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green@work : Magazine : Back Issues : Sept/Oct 2002 : Timelines


Consumer Concerns
Roper's Green Gauge Report shows that Americans are adopting environmentally sound habits.

This year, the color palette that’s “in” is one of soothing, gentle tones that designers and consumers alike will find appealing. Throughout the retail landscape, however, shoppers have made it clear that their fondness for “green”—environmentally friendly products—will not change with the latest styles. Americans have grown increasingly concerned about environmental issues, and many demonstrate this sensitivity in their market behavior.

* Environmental Fears
RoperASW’s Green Gauge Report reveals that worries about pollution have hit a new high, concerns about loss of open space from development have escalated and an aversion to bio-engineered foods is on the rise. A desire to preserve wildlife and natural resources is the growing motivation for environmental protection.

But the top reason Americans cite for taking care of the environment is to protect human health. Americans believe that pollution poses serious threats to their well-being, and 78 percent feel that people in this country are at increased risk for disease due to poor environmental conditions.

While half of all Americans admit that they still “don’t get around to making the changes in my lifestyle I know I should,” many try to practice environmentally sound habits on a regular basis. Sixty-five percent try to save electricity at home, 51 percent return bottles or cans, 48 percent recycle newspapers, and 26 percent buy products made from or packaged in recycled materials.

According to a Roper Reports 2002 Worldwide Study of teens and adults in 30 countries, nearly four in 10 consumers globally say that preserving the environment is very or extremely important as a guiding principle in their lives. Nations where this value is highest include Egypt (58 percent), Germany (58 percent), Argentina (50 percent), Philippines (49 percent) and India (48 percent).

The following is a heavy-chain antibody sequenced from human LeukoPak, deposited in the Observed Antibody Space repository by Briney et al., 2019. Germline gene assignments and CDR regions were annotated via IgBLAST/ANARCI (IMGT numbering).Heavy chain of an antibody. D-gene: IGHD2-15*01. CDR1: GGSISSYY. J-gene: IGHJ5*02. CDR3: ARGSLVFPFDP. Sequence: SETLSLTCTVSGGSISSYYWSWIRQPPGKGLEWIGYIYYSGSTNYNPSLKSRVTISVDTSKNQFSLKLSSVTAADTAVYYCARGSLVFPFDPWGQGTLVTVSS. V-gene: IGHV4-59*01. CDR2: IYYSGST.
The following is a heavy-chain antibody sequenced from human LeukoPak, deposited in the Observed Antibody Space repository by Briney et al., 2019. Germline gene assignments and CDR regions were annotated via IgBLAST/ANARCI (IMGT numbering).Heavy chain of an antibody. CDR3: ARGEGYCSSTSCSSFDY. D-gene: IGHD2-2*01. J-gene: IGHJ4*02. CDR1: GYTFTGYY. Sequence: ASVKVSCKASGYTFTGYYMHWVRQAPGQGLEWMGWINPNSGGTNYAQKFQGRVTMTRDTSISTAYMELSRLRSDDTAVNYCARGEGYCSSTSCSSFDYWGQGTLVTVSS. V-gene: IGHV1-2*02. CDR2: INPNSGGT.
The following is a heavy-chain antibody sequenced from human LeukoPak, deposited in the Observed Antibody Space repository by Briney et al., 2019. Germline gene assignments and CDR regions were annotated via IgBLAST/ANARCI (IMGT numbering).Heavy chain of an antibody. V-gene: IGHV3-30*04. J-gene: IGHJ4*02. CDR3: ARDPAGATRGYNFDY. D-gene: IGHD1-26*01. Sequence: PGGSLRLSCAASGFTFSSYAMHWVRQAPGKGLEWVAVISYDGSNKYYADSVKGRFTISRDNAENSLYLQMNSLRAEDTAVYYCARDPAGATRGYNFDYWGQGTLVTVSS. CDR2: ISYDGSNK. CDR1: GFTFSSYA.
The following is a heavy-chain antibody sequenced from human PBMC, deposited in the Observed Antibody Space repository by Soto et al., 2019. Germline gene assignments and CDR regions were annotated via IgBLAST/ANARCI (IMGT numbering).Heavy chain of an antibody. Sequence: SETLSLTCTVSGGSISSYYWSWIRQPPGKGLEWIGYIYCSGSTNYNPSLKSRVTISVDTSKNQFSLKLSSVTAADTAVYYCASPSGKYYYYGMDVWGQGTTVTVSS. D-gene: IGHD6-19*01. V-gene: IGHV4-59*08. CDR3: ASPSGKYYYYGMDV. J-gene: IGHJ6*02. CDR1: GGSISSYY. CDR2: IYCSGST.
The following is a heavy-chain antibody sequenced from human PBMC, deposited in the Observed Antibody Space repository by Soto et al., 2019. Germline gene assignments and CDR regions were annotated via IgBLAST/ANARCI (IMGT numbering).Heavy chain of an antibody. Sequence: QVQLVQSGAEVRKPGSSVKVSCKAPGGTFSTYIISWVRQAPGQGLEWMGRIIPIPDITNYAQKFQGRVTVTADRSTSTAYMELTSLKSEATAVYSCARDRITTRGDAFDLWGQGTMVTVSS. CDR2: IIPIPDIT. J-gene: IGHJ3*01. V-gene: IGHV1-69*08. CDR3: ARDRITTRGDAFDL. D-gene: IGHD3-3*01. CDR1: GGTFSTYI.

Additionally, one quarter of consumers globally say that “being in tune with nature” is very or extremely important as a personal value. This is particularly significant in Egypt (41 percent), Argentina (40 percent), Venezuela (40 percent), Philippines (39 percent), Taiwan (34 percent) and Germany (34 percent).

The study also found environmental pollution is a major concern on the worldwide agenda. For nearly a quarter of consumers (23 percent) in 31 countries, it is one of the top three issues they are concerned about today. It is of particular national concern in China, Korea, Japan, Italy and Hungary.

“Not only is concern for the environment a universal social issue, but 38 percent of consumers say it is very important in their purchase decision-making that brands and companies make efforts to address social causes such as environmental protection,” said Xiaoyan Zhao, senior vice president with Roper Reports Worldwide. “The environment is most frequently cited by global consumers as the issue they would like to see companies address.”

The findings are based on surveys of 30,000 consumers (ages 13 to 65 in 30 countries) conducted in November and December of 2001.

* Promoting “Green”

This mindset is an invitation to manufacturers and retailers to gain favor with consumers by promoting their environmental responsibility on labels, at retail and through new product development. It encourages marketers to create displays and point-of-purchase elements that highlight environmentally friendly wares, energy-efficient appliances and “green” goods, in general.

Labels and displays can play an important role in making an environmental statement about your brand. More than half of all Americans say they have purchased a product because the advertising or label indicated that it was environmentally safe or biodegradable; 27 percent say product packaging is a major source of information about environmental action.

* Eco-Friendly Versus High Quality
Though shoppers’ purchases are motivated by environmental factors, they are also reluctant to compromise on quality, convenience, reliability or aesthetic appeal when it comes to environmentally safer products. In fact, 41 percent of consumers say they don’t buy green products because they fear the eco-friendly versions won’t be up to par. Marketers can address these concerns by using in-store demonstrations, by offering free samples or discounted trial sizes, or by making knowledgeable salespeople available.

Americans don’t always behave as green as they think they do. Convenience remains one of the most powerful drivers of consumer behavior in this country, so make it easy for consumers to recognize green products and experience the product quality—they will both contribute to the success of your eco-marketing.





RoperASW is a full-service market research consultancy with offices in the U.S., Europe and the Asia Pacific region. For more information, call 212-599-0700 or visit This article is reprinted with permission of Point of Purchase magazine, © 2002, VNU Business Media, Inc.

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